Sense of Self
“I don’t think life is real unless some things are just for you. Things that should not or cannot be shared. I think the younger generation is going to have a hard time distinguishing whether something is for them or for others, and I think it could play out as a diminished sense of self. You really have to know what you would do if no one else was watching. Like the story about Robert Redford when the elevator door is closing and someone asks him, ‘Are you the real Robert Redford?’ And he said, ‘Only when I’m alone.’”
- Donald Glover
While Packing the Car for a Night Away
Me: I think it is time for you to get a bit more capable, I think.. umm… I think..
My thirteen year old son: Mum, you’re rambling.
Me: I was getting to a point.
My son: I don’t think we are going to have an epiphany about my laziness while we’re packing.
Me: When else?
This is a lovely piece from Kimberley Harrington in her newsletter, where she explores the dual freedom of her kids becoming teenage adults, and finally experiencing the rites of passage denied them during the thick of the pandemic, in combination with her own freedom, emerging from out of a dead marriage3.
Over the past couple of months I’ve been the happiest I’ve been in a very, very long time. Not happier than when my kids were little (or teenagers or at any of those sweet spots in between) or when my marriage was good or when I loved any of my jobs or got my first book deal or a number of other moments I could pluck from my personal timeline, it’s just that this is different and it’s new. It’s a way I’ve never felt before, or at least not in exactly the same way I’m feeling and experiencing it now.
We Need More Words
Another essay explores your difficulty in describing an encounter you had in the 1970s, which you talk about having previously spoken of as rape, although you felt “the truth is not at all clear, then or even now”. Your honesty about this seems intended to complicate our ideas about sexual responsibility.
That was written even before we really got where we are now [since #MeToo] but I think the one thing I said that still applies is that probably a new word, or many new words, should be invented for different kinds of sexual cruelty or violence. People sometimes say rape when they mean something else. A lot of bad things can happen that aren’t rape, but rape is rape.
Did you write This Is Pleasure to make that point?
I wrote it in less than a year – for me that’s really fast – and I wrote it partly out of my own confusion [in the wake of #MeToo] and because I really felt strongly that I needed to: there’s something way too clearcut in public about a situation that is not clearcut.
From an interview with Mary Gaitskill in The Guardian.
Over the Hills and Far Away
A mother friend invited me to reconnect. I had fallen out of the loop with her some time ago. She and her husband had gotten a little intense about parenting their teenagers4 right at the time when I was struggling with mine. I had trouble relating to the control issues, and then later, was too fragile for the possibility of disapproval.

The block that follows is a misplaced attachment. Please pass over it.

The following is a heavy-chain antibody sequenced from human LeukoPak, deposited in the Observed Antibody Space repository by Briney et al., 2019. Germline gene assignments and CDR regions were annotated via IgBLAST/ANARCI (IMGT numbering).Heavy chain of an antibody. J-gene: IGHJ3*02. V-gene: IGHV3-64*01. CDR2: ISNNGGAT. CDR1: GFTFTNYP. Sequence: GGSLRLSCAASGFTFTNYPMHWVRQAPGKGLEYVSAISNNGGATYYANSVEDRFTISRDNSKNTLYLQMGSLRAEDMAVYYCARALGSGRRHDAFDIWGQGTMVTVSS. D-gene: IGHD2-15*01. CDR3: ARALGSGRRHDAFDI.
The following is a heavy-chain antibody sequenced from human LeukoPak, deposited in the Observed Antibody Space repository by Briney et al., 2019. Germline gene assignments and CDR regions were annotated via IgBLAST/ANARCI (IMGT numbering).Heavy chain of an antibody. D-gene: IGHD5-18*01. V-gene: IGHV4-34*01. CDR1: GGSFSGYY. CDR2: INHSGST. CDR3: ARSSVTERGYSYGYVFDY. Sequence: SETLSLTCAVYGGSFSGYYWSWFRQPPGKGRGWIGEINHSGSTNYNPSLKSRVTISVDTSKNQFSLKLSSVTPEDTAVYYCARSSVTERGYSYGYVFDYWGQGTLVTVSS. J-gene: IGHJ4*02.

In the coffee shop she told me that all her teenage children were now angry and leaving home, even the youngest, still finishing school. I ached for her with the unfairness of it. She had only tried to keep them safe. It was like that nursery rhyme, Five Little Ducks.
Are chickens such an effective tonic to climate change anxiety because they’re dinosaurs?
Friends come up from Melbourne to visit and I take them outside. Look. Here are the chickens. Then I sit with my friends and watch the birds forage in the dirt. I do this on several separate occasions before it occurs to me that perhaps this activity might bore my visitors; that perhaps I’ve lost touch with what people consider fun.
Whenever I’m around farmers, I become embarrassed about my relationship to my chooks. One afternoon, Seedy, my white silkie, got watermelon juice in the feathers of her head pouf (not sure if technical term), so I gave her a bath in the laundry trough. I took a photo of her after she’d been shampooed and put it on Instagram. A friend of mine, who is a farmer with hundreds of chooks, sent me a message: “Haha what are you doing??”
From “On Chickens” by Caitlin McGregor in Going Down Swinging.
My Favourite Kind of Date
When you return I am going to give you one literary fuck fest - that means fucking and talking and talking and fucking - and a bottle of Anjou in between - or a Vermouth Cassis.
- Henry Miller in a letter to Anaïs Nin.
My Second Favourite Kind of Date
Give me a few days of peace in your arms - I need it terribly. I’m ragged, worn, exhausted. After that I can face the world.
- Henry Miller in a letter to Anaïs Nin.
Over the years, I’ve realized that my failures are not wholly a product of my own individual weaknesses—which are many, to be sure—or of Alex’s individual struggles—which are also many—but rather symptomatic of how freaking hard it is to be a stepparent and a stepchild. It doesn’t matter, I think, how caring or successful or wise or present the stepparent is; the stepchild can love the stepfather with all their heart and still never feel at home with him in the same way they feel at home with their genetic father. Stepparents must meet much higher standards, as perhaps they should, if they want children to feel safe with them.
I have plenty of opportunities to screw up. We have primary custody, which means that I’ve spent a lot of time cooking for Alex and cleaning up after them and monitoring their chores and making sure they brush their teeth before bed. But, come Father’s Day, I don’t get a card from anyone acknowledging my place in Alex’s life; there is never any appreciation or gratitude. How can there be? To honor me, the stepfather, would be to dishonor Alex’s father. This feels normal, even to me.
From Jeremy Adam Smith in the Greater Good Magazine.
Recently I saw a clip from The Osbournes TV show. When I last saw the show I was in my twenties and had firmly identified with the teenage children, who I saw as skittering about, continually knocked off course by the befuddlement and lunacy of their father. Now, to my surprise, I empathised with Ozzy Osbourne, the middle-aged rock star. In the scene, he was tidying the kitchen and then found the bin filled to capacity with an inflated balloon.
“Who would put a fucking balloon in the trash can?” he asked in exasperation. But you immediately knew who – one of the teenage children. “Burst the fucking thing,” he huffed. He looked as worn out as I feel.
This is what it is to live with teenagers. All these moments of disregard and random chaos that teenagers generate, and they accumulate in you.. and before long you are stumbling about in a state of confusion and exhaustion, looking not unlike Ozzy.